Large problems and small bedevil the Democrats. They are fairly resigned to the idea that the 1992 presidential election was decided during Operation Desert Storm, and they realize they may not get the sand out of their shoes until Thanksgiving, if then.

That's the biggest problem, of course, particularly for members who voted against the president when he asked their permission to go to war. House GOP Whip Newt Gingrich (Ga.) and Republican Senate campaign chairman Phil Gramm (Tex.) will not let them forget it for so much as a split second.

They can hardly pick up a newspaper without having some gulf theologian urge them to repent, to confess error, to do homage to those who most get on their nerves, the pro-war voters. They hear their new leaders should be those who often support the president, Rep. Les Aspin (Wis.), Rep. Stephen J. Solarz (N.Y.) and Sen. Charles S. Robb (Va.).

Robb is causing consternation in the Senate Democratic Caucus these days. Some Democrats complain they don't know whose side he is on. It comes up a lot because he is chairman of the Democratic Senate campaign committee. Last Sunday he appeared on NBC's "Meet the Press" with Gramm, his opposite number, and when invited to defend colleagues who had voted against the president, said, in effect, that he had told them not to do it.

He is not echoing the "vote of conscience" argument that his beleaguered brethren, especially from the South, are making. Instead, he told the audience that, "I said the politics are going to hurt you on this one, and I didn't get very many takers."

It was the Democrats' luck that the broadcast coincided with Robb's exit from the Budget Committee. Chairman Jim Sasser (D-Tenn.) is not regarded as a vindictive person and is believed when he says it was simply done to shrink the size of the panel. But Robb complains that he is being punished for budgetary disagreements with Sasser.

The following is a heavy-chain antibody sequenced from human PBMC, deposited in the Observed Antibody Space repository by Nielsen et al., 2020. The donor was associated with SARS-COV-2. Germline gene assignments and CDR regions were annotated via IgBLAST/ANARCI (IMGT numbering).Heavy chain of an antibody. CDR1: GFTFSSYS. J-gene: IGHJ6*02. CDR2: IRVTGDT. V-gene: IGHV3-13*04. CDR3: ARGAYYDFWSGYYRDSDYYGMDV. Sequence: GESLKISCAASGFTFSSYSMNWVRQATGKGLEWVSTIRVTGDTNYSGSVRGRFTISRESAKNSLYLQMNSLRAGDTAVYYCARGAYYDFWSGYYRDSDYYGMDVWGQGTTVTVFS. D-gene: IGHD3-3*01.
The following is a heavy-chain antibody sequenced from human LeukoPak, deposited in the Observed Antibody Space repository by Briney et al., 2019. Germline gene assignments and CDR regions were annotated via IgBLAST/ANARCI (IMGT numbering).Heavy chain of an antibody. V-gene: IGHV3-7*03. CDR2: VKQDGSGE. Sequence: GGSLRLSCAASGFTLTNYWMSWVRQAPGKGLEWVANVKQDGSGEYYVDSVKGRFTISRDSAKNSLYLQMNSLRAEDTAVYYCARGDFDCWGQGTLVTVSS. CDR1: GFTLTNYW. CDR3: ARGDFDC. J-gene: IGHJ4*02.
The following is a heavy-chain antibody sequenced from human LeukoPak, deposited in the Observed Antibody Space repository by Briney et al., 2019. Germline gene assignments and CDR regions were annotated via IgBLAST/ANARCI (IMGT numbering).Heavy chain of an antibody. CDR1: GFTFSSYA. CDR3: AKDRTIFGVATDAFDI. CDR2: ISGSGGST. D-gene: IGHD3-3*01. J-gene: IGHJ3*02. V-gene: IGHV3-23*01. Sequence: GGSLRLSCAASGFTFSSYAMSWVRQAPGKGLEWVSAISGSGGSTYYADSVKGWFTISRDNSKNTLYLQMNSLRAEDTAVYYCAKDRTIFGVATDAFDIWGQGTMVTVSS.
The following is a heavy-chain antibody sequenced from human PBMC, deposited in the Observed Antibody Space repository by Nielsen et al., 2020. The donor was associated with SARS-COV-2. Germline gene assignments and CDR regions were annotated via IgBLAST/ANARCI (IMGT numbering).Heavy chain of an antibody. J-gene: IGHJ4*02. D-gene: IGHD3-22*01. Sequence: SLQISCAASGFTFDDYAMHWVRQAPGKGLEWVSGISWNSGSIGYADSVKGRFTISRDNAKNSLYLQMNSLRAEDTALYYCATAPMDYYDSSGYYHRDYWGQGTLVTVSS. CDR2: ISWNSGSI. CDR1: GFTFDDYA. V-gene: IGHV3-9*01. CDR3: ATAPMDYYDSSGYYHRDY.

"Absolute nonsense," says Sasser. "He was the last one on the committee."

It's a spat that might not make it out of the cloakroom, except for one thing: on the same "Meet the Press" broadcast, Robb indicated that his dismissal might have had something to do with his having split with the Democratic majority over the gulf.

He was asked if he thought he was being punished for his vote. "I don't really want to get into that," he replied. "There's more there than meets the eye."

The Democrats have pretended not to notice, but Gingrich promises that he and Gramm will make a federal case of it.

"Here they have a senator who appeals to conservatives and ethnics, and they treat him this way," Gingrich fumes. "You can be sure that we will be on it."

Democrats in Congress feel they can weather this as well as other squalls that are bound to blow up. They believe that Congress will survive. If no Democrat on the scene can compete with George Bush as commander in chief, they trust that the war fever eventually will subside, and that their constituents will think of reasons why they like their members of Congress apart from war votes.

They are trusting that Bush will not harness the great wave of euphoria that is enveloping the country in pride and optimism for any sweeping domestic initiatives. Crime and transportation, the two subjects he mentioned in his Roman-style triumph before a joint session of Congress, are not the kind that galvanize voters and cause them to leave the party of their fathers.

But if Bush were to seize health care, then the Republican dream of a Republican Congress could become a reality.

The Democrats know they should do something about America's horrendous health problems, but they have been unable to organize their resources, and they are not in the habit of giving orders to the two House superpowers who would be involved, Chairmen Dan Rostenkowski (Ill.) of Ways and Means and John D. Dingell (Mich.) of Energy and Commerce.

Democrats tell themselves that Bush will not move on health, that the costs are prohibitive, that he would not take on the small businesses who employ many of the 33 million uninsured Americans who would have to be covered for comprehensive reform.

But Gingrich, in a speech to National Association of Manufacturers, discussed the subject with great vigor and made the sure-fire "Desert Storm" comparison. We have high-tech equipment in medicine too, he said, but no high-tech process for delivery, with the result that bureaucrats rather than health experts make medical decisions.

Gingrich is the operating head of the Republican Party these days, and if he pushes his party into taking up health care, Democrats may be looking at ruin far worse than was wrought on the road from Kuwait to Baghdad.